what is the kva

Discussion in 'Homework Help' started by TAKYMOUNIR, Aug 27, 2013.

  1. TAKYMOUNIR

    Thread Starter Active Member

    Jun 23, 2008
    351
    1
    If V (t) = 679 sin(377 xt) and I (t) = 1414 sin(377xt + Φ), where Φ is a phase angle. What is the KVA produced by this voltage and current? What is the power delivered by this voltage and current as a function of Φ? What is the power factor as a function of Φ?
     
  2. bountyhunter

    Well-Known Member

    Sep 7, 2009
    2,498
    507
    What this problem is trying to teach you is the difference between Watts (true power) and Volt-Amps (VA's) which is apparrent power. And those two things are related by the phase angle.
     
  3. WBahn

    Moderator

    Mar 31, 2012
    17,788
    4,808
    And the hardest question of all, what does it take to get TAKYMOUNIR to show some work!
     
    DerStrom8 and TAKYMOUNIR like this.
  4. Alan brad

    New Member

    Aug 29, 2013
    9
    0
    Hey what doubt do you have ? i don't understand your question...any way KVA means Kilo volt ampere..and its delivered power may be reactive power or Apparent power.and phi means cosine of the angle between voltage and current!
     
  5. bountyhunter

    Well-Known Member

    Sep 7, 2009
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    Volt-amps is apparrent power. Reactive power is VARs which stands for volt-amps-reactive. Real power is Watts. Both VA and VAR have power factor in the calculation.

    http://en.wikipedia.org/wiki/AC_power
     
  6. WBahn

    Moderator

    Mar 31, 2012
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    I think "apparent power" is just the product of the effective voltage and the effective current without regard to the power factor. It is the magnitude of "complex power". The power factor is taken into account as being the cosine of the angle of the complex power. "Real power" and "reactive power" are the real and imaginary parts of complex power, and hence are essentially apparent power adjusted appropriately for power factor.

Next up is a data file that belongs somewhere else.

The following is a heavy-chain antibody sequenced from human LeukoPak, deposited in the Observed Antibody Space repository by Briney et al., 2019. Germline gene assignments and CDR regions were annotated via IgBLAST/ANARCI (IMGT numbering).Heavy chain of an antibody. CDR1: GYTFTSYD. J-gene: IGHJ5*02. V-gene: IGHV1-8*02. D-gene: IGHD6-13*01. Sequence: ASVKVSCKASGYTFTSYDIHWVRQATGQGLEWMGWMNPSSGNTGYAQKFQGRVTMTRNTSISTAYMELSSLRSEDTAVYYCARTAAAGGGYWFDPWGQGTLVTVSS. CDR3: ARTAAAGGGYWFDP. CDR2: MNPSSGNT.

Last edited: Aug 30, 2013
  7. bountyhunter

    Well-Known Member

    Sep 7, 2009
    2,498
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    I think that real power (Watts) is obtained by multiplying apparrent power (V-A which is the product of the VAC and current) times the cosine of the phase angle. To get reactive power you multiply the App Pwr times the sine of the phase angle, or the cosine of the complement of the phase angle.
     
  8. WBahn

    Moderator

    Mar 31, 2012
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    I agree. My point was taking issue with the statement that, "Both VA and VAR have power factor in the calculation.". VA does NOT have power factor in the calculation -- that is what makes it only "apparent" power.
     
  9. bountyhunter

    Well-Known Member

    Sep 7, 2009
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    true, no phase angle just RMS V times RMS A
     
  10. donpetru

    Active Member

    Nov 14, 2008
    186
    25
    Next, consider the problem (give the following information):
    V (t) = 679 sin (377 xt)
    and
    I (t) = 1 414 sin (377xt + Φ)

    377 means w = 2*pi*f (ie, pulsation), we obtain f = 377/2 * 3.14 = 60 Hz.
    Now, the presence of Φ in the mathematical relationship of I (t) and the "+" in front of it, means that the current is before voltage and the consumer is capacitive. If the sign was negative, this means that the consumer was inductive (but we don't have this case).

    To solve the problem we need to know the value of Φ because:
    S [kVA] = sqrt (P*P + Q*Q); (1)

    where: P [kW] = V * I * cosΦ (2) and Q = V * I * sinΦ (3)

    On the other hand, we have the following values:

    679
    = 1.41 * Vrms

    and

    1414
    = 1.41 * Irms

    Then we can calculate simply:

    S [kVA] = Vrms * Irms = (679 / 1.41 ) * ( 1414 / 1.41) = 481 [Vrms] * 1002.83 [A] = 482364.5 [VA] = 482.3 [kVA].

    This is the result of theoretical but practical, to find out exactly, be applied to equation (1) above.
     
    Last edited: Sep 1, 2013
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